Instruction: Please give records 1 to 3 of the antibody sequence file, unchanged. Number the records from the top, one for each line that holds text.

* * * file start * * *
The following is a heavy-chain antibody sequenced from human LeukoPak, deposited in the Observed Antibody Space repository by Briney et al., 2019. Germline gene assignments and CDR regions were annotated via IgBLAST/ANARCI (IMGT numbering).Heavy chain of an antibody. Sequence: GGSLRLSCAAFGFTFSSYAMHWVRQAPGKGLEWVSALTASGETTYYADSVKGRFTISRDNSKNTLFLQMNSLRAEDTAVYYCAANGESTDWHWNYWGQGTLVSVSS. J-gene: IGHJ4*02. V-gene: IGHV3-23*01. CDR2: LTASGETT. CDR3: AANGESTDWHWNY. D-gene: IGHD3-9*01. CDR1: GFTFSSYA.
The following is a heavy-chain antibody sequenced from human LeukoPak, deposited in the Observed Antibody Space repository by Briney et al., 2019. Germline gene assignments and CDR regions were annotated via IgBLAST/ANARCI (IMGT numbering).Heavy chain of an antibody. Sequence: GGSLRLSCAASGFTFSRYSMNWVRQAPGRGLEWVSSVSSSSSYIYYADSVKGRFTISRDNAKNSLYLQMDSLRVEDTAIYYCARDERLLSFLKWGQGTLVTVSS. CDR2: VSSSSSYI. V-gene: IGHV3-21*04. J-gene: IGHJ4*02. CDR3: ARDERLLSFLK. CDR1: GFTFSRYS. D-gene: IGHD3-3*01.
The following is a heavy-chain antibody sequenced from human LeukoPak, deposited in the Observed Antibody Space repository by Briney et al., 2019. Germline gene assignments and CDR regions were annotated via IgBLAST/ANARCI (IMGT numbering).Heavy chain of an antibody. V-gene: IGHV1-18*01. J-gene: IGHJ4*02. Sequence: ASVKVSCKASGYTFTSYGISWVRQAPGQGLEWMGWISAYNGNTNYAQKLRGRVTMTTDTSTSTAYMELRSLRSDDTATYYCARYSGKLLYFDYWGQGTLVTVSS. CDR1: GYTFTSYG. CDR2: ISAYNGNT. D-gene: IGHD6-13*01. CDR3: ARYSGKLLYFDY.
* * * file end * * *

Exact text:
The following is a heavy-chain antibody sequenced from human LeukoPak, deposited in the Observed Antibody Space repository by Briney et al., 2019. Germline gene assignments and CDR regions were annotated via IgBLAST/ANARCI (IMGT numbering).Heavy chain of an antibody. Sequence: GGSLRLSCAAFGFTFSSYAMHWVRQAPGKGLEWVSALTASGETTYYADSVKGRFTISRDNSKNTLFLQMNSLRAEDTAVYYCAANGESTDWHWNYWGQGTLVSVSS. J-gene: IGHJ4*02. V-gene: IGHV3-23*01. CDR2: LTASGETT. CDR3: AANGESTDWHWNY. D-gene: IGHD3-9*01. CDR1: GFTFSSYA.
The following is a heavy-chain antibody sequenced from human LeukoPak, deposited in the Observed Antibody Space repository by Briney et al., 2019. Germline gene assignments and CDR regions were annotated via IgBLAST/ANARCI (IMGT numbering).Heavy chain of an antibody. Sequence: GGSLRLSCAASGFTFSRYSMNWVRQAPGRGLEWVSSVSSSSSYIYYADSVKGRFTISRDNAKNSLYLQMDSLRVEDTAIYYCARDERLLSFLKWGQGTLVTVSS. CDR2: VSSSSSYI. V-gene: IGHV3-21*04. J-gene: IGHJ4*02. CDR3: ARDERLLSFLK. CDR1: GFTFSRYS. D-gene: IGHD3-3*01.
The following is a heavy-chain antibody sequenced from human LeukoPak, deposited in the Observed Antibody Space repository by Briney et al., 2019. Germline gene assignments and CDR regions were annotated via IgBLAST/ANARCI (IMGT numbering).Heavy chain of an antibody. V-gene: IGHV1-18*01. J-gene: IGHJ4*02. Sequence: ASVKVSCKASGYTFTSYGISWVRQAPGQGLEWMGWISAYNGNTNYAQKLRGRVTMTTDTSTSTAYMELRSLRSDDTATYYCARYSGKLLYFDYWGQGTLVTVSS. CDR1: GYTFTSYG. CDR2: ISAYNGNT. D-gene: IGHD6-13*01. CDR3: ARYSGKLLYFDY.